• Judy M
    8 years ago
    Do you currently have a tub shower combo with a curtain?

    If yes, take curtain down and take a normal shower using soap and shampoo, see how much water gets out of tub and there's the answer.
  • Richard Trafford
    Original Author
    8 years ago
    One Plan: great idea of trying it out in the garden. I could measure the splash area on the patio flags.

    However your second post is crazy. I thought I was being ambitious with my original plan - but a shower in the hallway?! You crazy. Still I like your attitude. #thinkdifferent
  • PRO
    Catherine Belan
    8 years ago
    Richtraff....lets break this down:
    1) you know you want a tub, toilet and sink
    2) you know you want a rainhead and wall mount shower head
    3) you know you want the room to function as a freestanding shower space

    So build those items, assume all the walls and flooring will have substrate waterproofing that withstands being showered on daily. No cabinet at sink or elsewhere in case they get splashed on. Floor drain for easy cleanup of shower water. Light fixtures to be dampproof and waterproof depending on location. Take the wood trim off the window and return to the window with tile. Paint with marine grade products to preserve window as much as possible. Decide between freestanding tub and a deck mounted, oversized tub that takes up the seven feet. (Frankly, I suggest you go that route, it will help create a sense of space when showering, catch more water, and be nicer when soaking, small pool for kiddos).



    Live with this for a while.

    In reality, you don't have to make a decision about either a glass, hinged panel or a curtain during construction. Both solutions can be added at a later date.

    You can decide if you have room to add glass panel. Also you can consider the "room dividing" shower curtain, so you don't have to touch it. Also consider - there are new and improved materials so you aren't stuck with a big ol' piece of plastic, there are solutions that are fabric.

    You mentioned making tub 4-6" off wall, have you found plumbing fixtures that can work with this? I would forego the idea of flexible drain and moveable tub even if you do use a footed tub, commercial details required to achieve that - check with local building regs.
  • PRO
    OnePlan
    8 years ago
    Well I was assuming you could make a mini showroom rather than just plonk a shower in the hall !! Now that would be Amusing!!!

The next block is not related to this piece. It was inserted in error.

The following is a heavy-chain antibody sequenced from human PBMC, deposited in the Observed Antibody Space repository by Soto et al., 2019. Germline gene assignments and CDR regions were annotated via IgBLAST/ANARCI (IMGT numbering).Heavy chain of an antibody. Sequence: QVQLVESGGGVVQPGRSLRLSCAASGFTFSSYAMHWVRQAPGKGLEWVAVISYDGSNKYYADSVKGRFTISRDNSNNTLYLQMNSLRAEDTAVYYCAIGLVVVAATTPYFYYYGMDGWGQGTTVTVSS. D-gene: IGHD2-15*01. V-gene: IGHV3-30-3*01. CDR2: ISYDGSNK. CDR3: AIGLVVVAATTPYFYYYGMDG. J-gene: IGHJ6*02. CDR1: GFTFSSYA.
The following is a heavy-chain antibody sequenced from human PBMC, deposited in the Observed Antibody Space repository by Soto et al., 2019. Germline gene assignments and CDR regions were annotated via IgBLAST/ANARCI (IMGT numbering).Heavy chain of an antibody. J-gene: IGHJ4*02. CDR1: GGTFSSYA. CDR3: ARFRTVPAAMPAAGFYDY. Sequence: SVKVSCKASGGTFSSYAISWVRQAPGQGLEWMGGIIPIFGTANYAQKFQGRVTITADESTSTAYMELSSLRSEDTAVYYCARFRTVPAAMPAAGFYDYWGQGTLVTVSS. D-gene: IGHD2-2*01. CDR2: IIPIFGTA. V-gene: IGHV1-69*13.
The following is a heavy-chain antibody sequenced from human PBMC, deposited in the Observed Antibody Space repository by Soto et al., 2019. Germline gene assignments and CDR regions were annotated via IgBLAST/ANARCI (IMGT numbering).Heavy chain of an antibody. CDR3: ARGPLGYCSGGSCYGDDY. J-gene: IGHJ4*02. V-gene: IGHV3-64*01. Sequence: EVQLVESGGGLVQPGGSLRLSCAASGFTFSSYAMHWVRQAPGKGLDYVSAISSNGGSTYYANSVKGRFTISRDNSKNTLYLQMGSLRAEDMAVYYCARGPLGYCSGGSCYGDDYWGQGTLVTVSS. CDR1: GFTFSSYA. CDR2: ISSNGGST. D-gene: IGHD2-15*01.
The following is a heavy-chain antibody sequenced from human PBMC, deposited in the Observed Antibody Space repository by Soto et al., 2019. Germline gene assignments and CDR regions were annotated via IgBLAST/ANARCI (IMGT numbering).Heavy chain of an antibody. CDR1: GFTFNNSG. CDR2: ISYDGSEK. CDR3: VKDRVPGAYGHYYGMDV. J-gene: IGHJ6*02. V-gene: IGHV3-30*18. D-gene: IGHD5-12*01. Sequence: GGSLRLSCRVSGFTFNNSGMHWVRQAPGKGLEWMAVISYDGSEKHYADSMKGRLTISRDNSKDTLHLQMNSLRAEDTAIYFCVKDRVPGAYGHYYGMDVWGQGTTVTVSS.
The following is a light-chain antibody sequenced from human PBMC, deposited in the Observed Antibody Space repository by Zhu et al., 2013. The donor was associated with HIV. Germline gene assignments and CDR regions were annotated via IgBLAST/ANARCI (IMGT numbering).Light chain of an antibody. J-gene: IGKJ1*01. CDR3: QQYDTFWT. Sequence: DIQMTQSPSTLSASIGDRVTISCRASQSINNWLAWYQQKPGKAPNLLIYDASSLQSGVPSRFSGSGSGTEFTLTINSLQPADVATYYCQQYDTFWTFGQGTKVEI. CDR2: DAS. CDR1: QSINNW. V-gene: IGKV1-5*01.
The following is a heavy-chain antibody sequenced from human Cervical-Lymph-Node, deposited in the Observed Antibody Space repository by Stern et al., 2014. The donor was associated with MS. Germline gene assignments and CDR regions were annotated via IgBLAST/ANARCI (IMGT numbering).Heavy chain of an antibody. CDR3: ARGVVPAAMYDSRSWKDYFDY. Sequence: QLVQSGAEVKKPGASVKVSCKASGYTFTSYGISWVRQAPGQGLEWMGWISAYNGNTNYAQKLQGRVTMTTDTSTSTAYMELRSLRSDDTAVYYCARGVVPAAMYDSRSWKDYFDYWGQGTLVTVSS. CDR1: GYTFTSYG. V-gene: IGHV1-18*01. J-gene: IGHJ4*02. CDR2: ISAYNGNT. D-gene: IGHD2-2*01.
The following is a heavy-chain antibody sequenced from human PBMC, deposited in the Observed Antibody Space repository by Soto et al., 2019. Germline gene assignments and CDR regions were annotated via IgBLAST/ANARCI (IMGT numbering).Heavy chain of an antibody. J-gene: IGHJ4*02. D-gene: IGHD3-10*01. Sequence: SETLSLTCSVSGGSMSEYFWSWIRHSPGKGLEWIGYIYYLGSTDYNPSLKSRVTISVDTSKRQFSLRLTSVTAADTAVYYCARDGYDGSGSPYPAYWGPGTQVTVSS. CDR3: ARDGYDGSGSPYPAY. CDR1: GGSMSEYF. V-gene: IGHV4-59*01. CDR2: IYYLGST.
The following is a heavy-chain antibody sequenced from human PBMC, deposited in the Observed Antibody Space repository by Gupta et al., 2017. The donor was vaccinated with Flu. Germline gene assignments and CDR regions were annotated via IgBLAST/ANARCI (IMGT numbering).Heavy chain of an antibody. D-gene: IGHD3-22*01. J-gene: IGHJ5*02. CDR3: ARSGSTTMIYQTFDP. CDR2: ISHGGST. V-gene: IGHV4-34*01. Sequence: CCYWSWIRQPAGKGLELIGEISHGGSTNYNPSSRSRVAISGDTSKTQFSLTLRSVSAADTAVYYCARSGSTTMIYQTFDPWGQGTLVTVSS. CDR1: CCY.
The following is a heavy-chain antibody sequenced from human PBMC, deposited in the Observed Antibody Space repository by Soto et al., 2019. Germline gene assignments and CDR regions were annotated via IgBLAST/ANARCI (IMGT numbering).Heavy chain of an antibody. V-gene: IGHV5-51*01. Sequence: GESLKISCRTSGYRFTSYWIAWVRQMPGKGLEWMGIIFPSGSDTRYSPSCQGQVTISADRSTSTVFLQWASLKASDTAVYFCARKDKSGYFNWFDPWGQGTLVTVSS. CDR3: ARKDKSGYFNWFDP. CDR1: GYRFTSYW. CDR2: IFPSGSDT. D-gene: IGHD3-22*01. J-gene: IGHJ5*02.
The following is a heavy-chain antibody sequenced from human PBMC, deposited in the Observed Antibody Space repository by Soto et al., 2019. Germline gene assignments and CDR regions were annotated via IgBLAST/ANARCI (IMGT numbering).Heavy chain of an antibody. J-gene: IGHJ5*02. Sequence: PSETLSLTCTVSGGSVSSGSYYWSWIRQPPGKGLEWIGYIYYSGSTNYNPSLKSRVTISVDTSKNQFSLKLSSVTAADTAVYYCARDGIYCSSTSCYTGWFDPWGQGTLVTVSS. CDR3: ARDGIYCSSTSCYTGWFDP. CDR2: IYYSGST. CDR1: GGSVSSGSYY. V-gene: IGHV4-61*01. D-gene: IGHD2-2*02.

• PRO
    Catherine Belan
    8 years ago
    BTW: looked over your floor plan from other post....not sure you can line up toilet and sink on wall opposite tub combo and still have room for door to swing in. You may need to change to out swinging door.
  • Richard Trafford
    Original Author
    8 years ago
    It'll fit. The drawing was from the estate agent and isn't to scale.

    Thanks for looking.
  • sunnydrew
    8 years ago
    I lived in Asia and in some homes, especially for the live-in help, the norm was a bathroom that was all tiled and the shower /head was not "enclosed" anywhere. It was very strange to see no separation at all. You could literally use the toilet and shower at the same time. There was the single drain in the middle or to one side. I think that is too weird for the average person in terms of re-sale. But you could come up with a brand new design as well as make it what you want. You could do a very small but deep soaking tub. ( Japanese style, next to the shower) It is interesting all these new ideas to have the tub within the shower enclosure, but I think if you are going to opt for that, why not just go back the old style of a tub with the shower over it. You can enclose with a nice glass door like shown above in the thread, or use a curtain on a rounded rod. You can also hang curtains from the ceiling on a track that disappears above and then pull to one side; it is less obtrusive that way. I would consult with your building codes experts, and a professional bath designer to come up with a good plan. be sure to post photos when you are done.
  • PRO
    Hudson Street Design
    8 years ago
    Free standing tub tend to be too tall to climb into for a shower. Beware! Love the look of installing the tub freestanding, in the shower enclosure!
    I can't wait to design one!
  • gtwave
    8 years ago
    We are remodelling our bathroom and are in a similar situation. The room is about 9 x 5.5 ft.

    From experience I can tell you the type of free standing bath on claw feet you describe is a dirt trap. Especially when it is positioned against a wall. Dust collects under it and the wall behind collects layers of dirt and grime and is impossible to reach to clean. I would only have a bath like this again if it was free standing in the centre of a large bathroom.

    You mentioned a flexible drain pipe so you could move the bath for cleaning. You can get a flexible hose although it is intended for plumbing in awkward places. We have one under our sink and again from experience I wouldn't use one. It was only connected 18 months ago and when I disconnected it last weekend to remove some cotton buds that were blocking the drain (thanks kids!) it split. They are very cheap thin concertinaed plastic so split very easily.

    Moving the bath would also put pressure on pipe joints connecting the taps unless you fitted the taps to the wall.